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Home >Case Studies >Duke University Joins Partners in the Durham Region

 

Duke University Joins Partners in the Durham Region

 

In her inaugural address as president of Duke University in 1993, Nannerl O. Keohane declared, “We must recognize the impact of what we do here on our neighbors, and on the quality of the society in which we live.” This understanding led the university to reach out to leaders of local public schools and residents of 12 Durham, North Carolina neighborhoods surrounding the campus to create a positive environment in which all stakeholders could work toward mutually beneficial community improvements. First through the Duke-Durham Neighborhood Partnership, and now also through the Office of Durham and Regional Affairs, the university is establishing partnerships to help neighborhoods across the region achieve their educational, housing, and community development goals. These activities include assistance with neighborhood efforts to improve educational outcomes, strengthen local organizations important to residents, and develop safe and affordable housing options. Duke’s work with the community has been recognized nationally on the President's Higher Education Community Service Honor Roll for 2014 in the categories of Education and Economic Opportunity.

Improving Local Partnerships

In 1994, to become more involved in the socioeconomic success of Durham, Duke provided an interest-free loan to the local Self-Help Credit Union, which used the money to finance affordable housing development in the Walltown neighborhood. Over the next seven years, Duke increased its loan to a total of $8 million, so that the Credit Union could invest in more housing and other revitalization projects in additional areas throughout the region. In all of these endeavors, the university and the credit union partnered with numerous other local organizations to increase homeownership, reduce crime rates, and improve the physical condition and social cohesiveness of the participating neighborhoods.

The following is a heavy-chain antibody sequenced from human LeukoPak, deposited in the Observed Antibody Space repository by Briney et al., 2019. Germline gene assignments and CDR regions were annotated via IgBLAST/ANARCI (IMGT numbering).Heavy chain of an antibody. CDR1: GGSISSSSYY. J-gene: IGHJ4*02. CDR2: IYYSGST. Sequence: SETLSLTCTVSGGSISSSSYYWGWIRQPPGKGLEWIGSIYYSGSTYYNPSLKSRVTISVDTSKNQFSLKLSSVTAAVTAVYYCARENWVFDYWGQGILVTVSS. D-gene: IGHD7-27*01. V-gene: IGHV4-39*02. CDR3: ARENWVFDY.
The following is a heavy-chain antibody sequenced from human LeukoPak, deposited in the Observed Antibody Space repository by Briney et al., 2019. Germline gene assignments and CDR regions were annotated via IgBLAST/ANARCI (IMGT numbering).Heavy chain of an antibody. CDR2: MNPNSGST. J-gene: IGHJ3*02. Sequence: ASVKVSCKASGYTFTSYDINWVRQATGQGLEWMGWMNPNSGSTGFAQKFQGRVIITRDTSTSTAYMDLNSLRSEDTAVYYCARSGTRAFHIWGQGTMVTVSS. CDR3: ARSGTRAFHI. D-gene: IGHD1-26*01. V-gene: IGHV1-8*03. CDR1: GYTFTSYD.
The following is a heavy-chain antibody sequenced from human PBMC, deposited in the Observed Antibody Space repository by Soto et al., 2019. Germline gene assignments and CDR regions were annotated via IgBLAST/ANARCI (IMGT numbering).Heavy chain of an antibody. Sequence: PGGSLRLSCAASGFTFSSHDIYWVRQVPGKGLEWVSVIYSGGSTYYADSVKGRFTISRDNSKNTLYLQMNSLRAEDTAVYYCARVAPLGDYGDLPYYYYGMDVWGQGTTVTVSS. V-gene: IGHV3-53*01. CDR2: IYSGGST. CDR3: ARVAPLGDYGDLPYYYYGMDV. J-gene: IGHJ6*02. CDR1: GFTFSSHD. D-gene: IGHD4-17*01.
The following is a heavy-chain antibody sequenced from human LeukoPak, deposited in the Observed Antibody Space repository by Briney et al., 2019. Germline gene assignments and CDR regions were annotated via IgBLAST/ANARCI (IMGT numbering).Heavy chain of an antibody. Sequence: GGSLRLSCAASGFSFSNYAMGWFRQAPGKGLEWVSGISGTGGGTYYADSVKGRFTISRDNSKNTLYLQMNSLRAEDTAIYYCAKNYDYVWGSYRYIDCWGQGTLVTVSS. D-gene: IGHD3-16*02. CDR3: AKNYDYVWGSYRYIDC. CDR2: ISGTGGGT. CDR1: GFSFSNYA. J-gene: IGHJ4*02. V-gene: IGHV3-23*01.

Duke’s efforts to improve communications with its neighbors, as well as its investments in affordable housing, helped the community change its perception of the university as embodying “institutional arrogance and isolation” and fostered an environment of mutual trust and respect, according to Sam Miglarese, director of the Duke-Durham Neighborhood Partnership. The Neighborhood Partnership, founded in 1996 to institutionalize Duke’s goals for community engagement, provided an avenue for the university to better assist its partners. The new entity also symbolized to the community and to all departments of the university a lasting commitment to collaboration with the community. Duke’s efforts at engagement received a boost in 1997, when it was awarded a HUD Community Outreach Partnership Centers (COPC) grant for work in Southwest Central Durham. Through the grant-funded work, the university learned important lessons about cooperating with local stakeholders, a turning point at which Duke and its neighborhood partners learned “to think more broadly about how we could work together,” according to Mayme Webb-Bledsoe, senior neighborhood coordinator with the Duke-Durham Neighborhood Partnership.

The Duke-Durham Neighborhood Partnership and the COPC process helped foster trusting and collaborative partnerships that continue to address issues in Durham. According to Miglarese, “People really appreciated the new vision but kept saying that Duke needed to do more.” In response, Duke created the Office of Durham and Regional Affairs in 2008 and, at the same time, established a vice presidency in the university administration to emphasize the importance of the region’s well-being to the institution’s success. The new office, with its regional purview, has enabled Duke to join in partnerships that address issues concerning Durham County residents, 20 percent of whom live below the federal poverty level.

Continuing Partnerships

Now housed in the Office of Durham and Regional Affairs, the Duke-Durham Neighborhood Partnership is integral to the office’s community development efforts at the local level. The Neighborhood Partnership also participates in numerous continuing initiatives, including the Southwest Central Durham Quality of Life Project, which started in 2001 and addresses housing, economic development, cultural enrichment, and the sustainability of nonprofit organizations in six neighborhoods adjacent to the university. Since the project’s launch, the Neighborhood Partnership has facilitated the community’s planning processes and helped implement some of the plans’ action items, which most recently have led to improved safety and access to parks.